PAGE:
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June 30, 2013


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Henry Holland

That was the great Miles "lost" quintet of him, Shorter, Corea, Holland and DeJohnette, I'm sure someone used to the big band era would have found them unbearable. Still, this is a great album, the last with Shorter:


What a concert, Miles opening up for Neil Young & Crazy Horse.

Glenn Kenny

Indeed. You can also hear said quintet, recorded in closer temporal proximity to the event that so distressed Down Beat's Ralph Berton on "Live In Europe 1969, The Bootleg Series Vol. 2." The 'musical catfight" in question would seem to have been "Masqualero/The Theme."

James Keepnews

Could'a been alot of things -- as the Live in Europe 1969 set (winner, incidentally, of this year's DownBeat Critics Poll for Best Historical Album of the Year) amply demonstrates, those cats threw _down_, and the set was very much in flux ("I Fall in Love Too Easily" was probably never heard again after '69). Given his pathetically atavistic unpublished writings on Coltrane and otherwise unrepentant racism -- e.g. his strong support for apartheid South Africa, &c. -- I personally don't give tinker's cuss what the librarian at Hull has to say about the music, or about his contemporaneous commentators.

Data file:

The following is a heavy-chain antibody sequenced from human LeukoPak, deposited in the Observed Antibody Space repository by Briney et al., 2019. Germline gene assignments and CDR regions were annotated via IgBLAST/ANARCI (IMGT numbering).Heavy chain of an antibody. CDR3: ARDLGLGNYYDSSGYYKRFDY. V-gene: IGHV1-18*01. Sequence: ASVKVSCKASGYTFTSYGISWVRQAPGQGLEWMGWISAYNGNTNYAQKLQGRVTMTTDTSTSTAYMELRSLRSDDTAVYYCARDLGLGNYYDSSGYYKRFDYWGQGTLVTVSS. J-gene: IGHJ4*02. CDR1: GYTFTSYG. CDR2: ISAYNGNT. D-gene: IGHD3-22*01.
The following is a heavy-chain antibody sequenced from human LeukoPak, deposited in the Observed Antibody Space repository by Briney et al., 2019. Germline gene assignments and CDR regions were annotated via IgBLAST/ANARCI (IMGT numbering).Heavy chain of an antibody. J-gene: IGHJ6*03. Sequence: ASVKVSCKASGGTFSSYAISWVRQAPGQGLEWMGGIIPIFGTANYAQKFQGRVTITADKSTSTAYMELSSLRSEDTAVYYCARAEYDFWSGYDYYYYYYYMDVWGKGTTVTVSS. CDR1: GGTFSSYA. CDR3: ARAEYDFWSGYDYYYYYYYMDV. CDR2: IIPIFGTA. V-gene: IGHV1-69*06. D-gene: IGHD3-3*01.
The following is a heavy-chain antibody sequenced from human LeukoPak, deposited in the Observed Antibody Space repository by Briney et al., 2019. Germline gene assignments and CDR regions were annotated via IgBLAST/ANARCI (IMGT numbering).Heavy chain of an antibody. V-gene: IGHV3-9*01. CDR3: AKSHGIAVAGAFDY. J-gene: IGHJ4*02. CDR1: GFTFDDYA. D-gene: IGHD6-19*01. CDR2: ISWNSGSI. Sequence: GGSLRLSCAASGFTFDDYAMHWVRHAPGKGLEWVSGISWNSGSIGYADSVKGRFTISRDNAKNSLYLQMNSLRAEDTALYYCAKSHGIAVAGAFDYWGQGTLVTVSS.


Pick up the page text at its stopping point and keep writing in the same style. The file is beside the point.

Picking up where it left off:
This sort of commentary always amuses me since, in the end, it almost always boils down to personal taste. I don't necessarily enjoy the type of music that I think the writer's describing, but that's in large part because I'm not equipped to do so. (Haven't heard the recordings referenced above.) Often what's taking place in a performance or on a recording is on an artistic/technical plane that requires a considerable amount of musical knowledge in order to comprehend and appreciate. Even then, it's not easy for a person possessing that knowledge to get his or her head around the performance. What a pity it would be if artists were limited to the narrow parameters of what a critic (or even broad popularity) finds palatable. I may not be able to appreciate some of this music personally, but certainly others can, and I have no doubt that for them it acts as a creative impetus. That's a good thing!


In response to Kurzleg, I think it's true that the amount of musical knowledge and training can allow one entry into the more complex/cerebral/rule-breaking musics - but not always. My friend is an accomplished musician - plays classical piano, blues guitar and harmonica, accordion (!) etc. I am singularly unaccomplished and can barely read music. We were talking about jazz: he likes pre-bop stuff, Louis Armstrong etc. - rightly so. But he HATES Coltrane. My fave album at the time was "Giant Steps," which I really connect to emotionally - again, with no real musical knowledge or training. He can't listen to it, finds it immensely frustrating. Taste.


@GHG: Yeah, taste. There's no accounting for it, or so I've heard.

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